Anger is natural, but it’s seldom useful. Having a meltdown as an adult affects relationships, so it’s best to have some coping mechanisms up your sleeve
Do you get upset trying to deal with your friends, siblings or S.O.? Maybe you turn beet red and scream loud enough for people on the other side of the residence to hear.
You know your actions aren’t cool, and later, you’re likely to feel ashamed of yourself.
Also, if you’re spewing anger at classmates, professors or people you work with, this could hurt your reputation, career possibilities, and income.
If you have a bad temper, you’re not alone. Most individuals can really get hot under the collar. It’s not easy to stay centered and calm while your emotions are boiling. It’s almost impossible not to yell, if you believe your dignity is taking a few bad whacks from someone.
But, as a mature adult, you must find balance. Otherwise, having these meltdowns will affect every relationship in your life.
And, others aren’t likely to trust you with sensitive information, because they know you’ll be likely to over-react.
Keep these tips in mind:
No one should react strongly before digesting information. For example, if your boyfriend tells you he thinks you guys should take a break, try hard not to spew your emotions. Instead, tell him you need time to think about the situation.
Remember that you can always get angry later. For example, if you find out one of your friends has been stealing from their job, plan your reaction. Take time to think about how forceful you need to be. You might need other people to witness what you say.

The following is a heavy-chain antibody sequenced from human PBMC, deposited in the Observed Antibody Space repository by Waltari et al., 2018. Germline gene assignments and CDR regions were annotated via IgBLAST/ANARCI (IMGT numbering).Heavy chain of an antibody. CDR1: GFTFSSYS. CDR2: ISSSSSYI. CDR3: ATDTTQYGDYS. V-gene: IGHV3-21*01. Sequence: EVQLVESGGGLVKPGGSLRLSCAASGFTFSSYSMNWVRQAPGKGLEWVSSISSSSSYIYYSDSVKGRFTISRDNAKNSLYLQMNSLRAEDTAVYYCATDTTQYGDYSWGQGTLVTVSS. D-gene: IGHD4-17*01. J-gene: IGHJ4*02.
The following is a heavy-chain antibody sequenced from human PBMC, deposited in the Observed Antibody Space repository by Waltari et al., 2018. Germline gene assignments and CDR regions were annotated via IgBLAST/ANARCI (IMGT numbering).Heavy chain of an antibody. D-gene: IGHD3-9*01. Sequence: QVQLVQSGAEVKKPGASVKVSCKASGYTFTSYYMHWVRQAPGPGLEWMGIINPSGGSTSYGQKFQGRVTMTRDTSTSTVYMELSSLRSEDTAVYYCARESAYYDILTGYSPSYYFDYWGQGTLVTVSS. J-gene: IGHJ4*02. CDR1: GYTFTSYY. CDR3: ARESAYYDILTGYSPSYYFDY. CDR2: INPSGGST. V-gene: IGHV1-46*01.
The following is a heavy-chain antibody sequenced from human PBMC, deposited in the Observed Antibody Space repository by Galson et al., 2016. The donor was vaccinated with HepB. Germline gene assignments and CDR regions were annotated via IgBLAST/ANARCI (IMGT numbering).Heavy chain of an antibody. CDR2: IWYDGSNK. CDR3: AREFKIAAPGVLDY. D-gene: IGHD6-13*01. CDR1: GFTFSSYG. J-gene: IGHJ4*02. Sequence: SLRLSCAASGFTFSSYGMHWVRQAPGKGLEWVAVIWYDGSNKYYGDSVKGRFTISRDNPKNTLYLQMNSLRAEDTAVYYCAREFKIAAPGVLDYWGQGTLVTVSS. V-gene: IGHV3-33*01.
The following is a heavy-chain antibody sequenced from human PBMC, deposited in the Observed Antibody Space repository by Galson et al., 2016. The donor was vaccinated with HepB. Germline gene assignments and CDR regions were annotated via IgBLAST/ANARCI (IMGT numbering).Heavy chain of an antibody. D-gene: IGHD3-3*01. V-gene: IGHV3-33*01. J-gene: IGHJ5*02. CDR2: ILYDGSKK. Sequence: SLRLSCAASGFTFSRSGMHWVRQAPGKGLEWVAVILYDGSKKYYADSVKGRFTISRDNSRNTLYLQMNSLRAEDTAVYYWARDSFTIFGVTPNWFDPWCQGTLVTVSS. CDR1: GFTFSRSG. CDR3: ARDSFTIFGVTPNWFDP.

Some people like to push your buttons. Don’t let them. Absorb what the other person is saying or doing, but don’t allow him or her to trigger a reaction. Self-control takes practice and it will serve you much better than a knee-jerk response.
People are afraid of a calm person. Why? They know you can give believable information to others.
These skills can come in handy in the big, wide world, too, For instance, when you’ve moved out and are living in your own home, and someone harms your property, if you stay relatively calm, they know you can make a good case in court.
“I just went to court with my neighbour over a dangerous dog running loose,” says a nurse we’ll call Beverly.
Beverly worked with her lawyer to force the neighbour to build a strong fence. She took a picture of the dog growling and snapping, a drawing of the fence she felt was adequate to protect her family, and she told the judge she’d pay for the fence.
“I won the case, but I didn’t have to pay for the fence,” says Beverly. “I made good sense, and 99 per cent of the law is just good common sense. Pet freedom does not come before public safety. My calmness helped me focus on presenting my material effectively and quickly, so the judge would listen.”
Moving from anger mode to “action” mode is often necessary to fix a situation. Staying calm helps you figure out what action is needed.
And, staying calm throughout an ordeal might be all you need to do.
A woman we’ll call Kim, recently caught her boyfriend with another woman. “I walked into a restaurant, and there they were,” says Kim. “They were laughing and having a drink. Good thing I didn’t lose my temper. The woman turned out to be his first cousin, Karen, who had not been around in years.
“Karen had made a family history book she was bringing as a gift. Jeez, I’m glad I didn’t act jealous! I’d have felt like a fool.”